• &‹Google Hangouts allow us to communicate live with one or more constituents. It works as an instant messenger, for video calls, and even as a voice telephone. Group chats can accommodate up to 100 people. &‹
  • Facebook Live is "the best way to connect with followers in real time." The website offers easy to use tutorials on how to connect with small and large audiences.  
  • Everyone knows that social media has become important to maintaining contact. With people isolated in their homes, a regular presence is more important now than ever before.
  • Telephones and telephone networks also could be more important than ever in making and maintaining contact with friends, supporters and constituents. One suggestion: Set up "virtual office hours" to accept incoming calls, to make outgoing calls, or set up video chat times. Advertise those regular hours throughout different communication modes. People will appreciate the access that you provide.&‹
  • Mail, including official letters and mail pieces are other ways to maintain visibility maintain open lines of communication with people in your county.
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Topics:&‹
While people may be bored, they still hate spam so you want to make sure you are reaching out with purpose. Some potential topics that you can address in calls, letters, etc., include:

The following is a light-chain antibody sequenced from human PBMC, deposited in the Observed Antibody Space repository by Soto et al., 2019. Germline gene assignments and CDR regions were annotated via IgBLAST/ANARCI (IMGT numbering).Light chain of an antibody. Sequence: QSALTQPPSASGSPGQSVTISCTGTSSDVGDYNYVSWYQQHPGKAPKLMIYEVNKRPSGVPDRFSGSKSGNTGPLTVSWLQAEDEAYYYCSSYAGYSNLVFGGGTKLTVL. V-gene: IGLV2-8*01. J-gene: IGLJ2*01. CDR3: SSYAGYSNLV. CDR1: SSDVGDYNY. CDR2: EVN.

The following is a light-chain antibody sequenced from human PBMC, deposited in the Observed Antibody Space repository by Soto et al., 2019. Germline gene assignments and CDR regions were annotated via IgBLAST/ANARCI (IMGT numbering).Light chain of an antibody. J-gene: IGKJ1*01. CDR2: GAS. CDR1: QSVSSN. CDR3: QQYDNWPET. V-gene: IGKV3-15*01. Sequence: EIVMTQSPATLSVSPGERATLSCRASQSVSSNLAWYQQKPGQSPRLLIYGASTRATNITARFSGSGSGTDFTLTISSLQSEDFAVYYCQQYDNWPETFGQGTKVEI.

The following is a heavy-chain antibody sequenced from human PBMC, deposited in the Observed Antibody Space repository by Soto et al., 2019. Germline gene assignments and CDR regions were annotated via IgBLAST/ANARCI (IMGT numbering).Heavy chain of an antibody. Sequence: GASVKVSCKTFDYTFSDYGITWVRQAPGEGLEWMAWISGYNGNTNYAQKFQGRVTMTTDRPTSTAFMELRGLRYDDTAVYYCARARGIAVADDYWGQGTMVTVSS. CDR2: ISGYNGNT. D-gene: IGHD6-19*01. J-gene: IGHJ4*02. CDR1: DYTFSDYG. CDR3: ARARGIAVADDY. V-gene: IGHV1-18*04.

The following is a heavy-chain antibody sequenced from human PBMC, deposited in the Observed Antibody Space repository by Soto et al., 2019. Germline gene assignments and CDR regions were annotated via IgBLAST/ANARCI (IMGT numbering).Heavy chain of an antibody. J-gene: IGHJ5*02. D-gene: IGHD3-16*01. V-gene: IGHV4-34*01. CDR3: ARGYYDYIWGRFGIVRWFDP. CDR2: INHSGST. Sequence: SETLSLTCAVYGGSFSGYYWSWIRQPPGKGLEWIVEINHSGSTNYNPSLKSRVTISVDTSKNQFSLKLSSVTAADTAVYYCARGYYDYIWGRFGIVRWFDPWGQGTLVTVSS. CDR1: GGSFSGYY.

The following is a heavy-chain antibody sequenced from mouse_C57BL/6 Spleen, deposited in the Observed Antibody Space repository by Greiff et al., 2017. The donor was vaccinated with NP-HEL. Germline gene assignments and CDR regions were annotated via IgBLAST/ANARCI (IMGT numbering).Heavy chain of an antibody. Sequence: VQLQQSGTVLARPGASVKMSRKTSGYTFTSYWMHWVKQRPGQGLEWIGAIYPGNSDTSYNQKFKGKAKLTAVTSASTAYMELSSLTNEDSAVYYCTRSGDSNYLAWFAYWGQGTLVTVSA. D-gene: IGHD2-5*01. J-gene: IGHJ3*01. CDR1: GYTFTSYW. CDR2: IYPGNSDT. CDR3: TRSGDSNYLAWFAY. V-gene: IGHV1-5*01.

• Information on unemployment or underemployment insurance.
  • Potential job opportunities. For example, as more people turn to Amazon for supplies, the company is in need of drivers. Similarly, the US Census is still in need of assistance. Grocery stores are even looking for stock help. Keep an eye out for others and share as appropriate. Just make sure the information you are sharing is accurate and verifiable.
  • Encouraging constituents to respond to the US Census.
  • Explain how you are helping seniors (working with local retailers for senior shopping hours, for example).
  • Links to key online resources regarding the pandemic including, the school district, CDC, the state, public transportation sites, etc.
 
Messaging and offering up opportunities to reach you are more important than ever. Consider your messaging platforms as mutually supporting, for example, with mail pieces giving information on virtual office hours or upcoming internet-access events. &‹
And of course, take every opportunity to include a message from you of concern for the health and well-being of all the people and families in your counties. &‹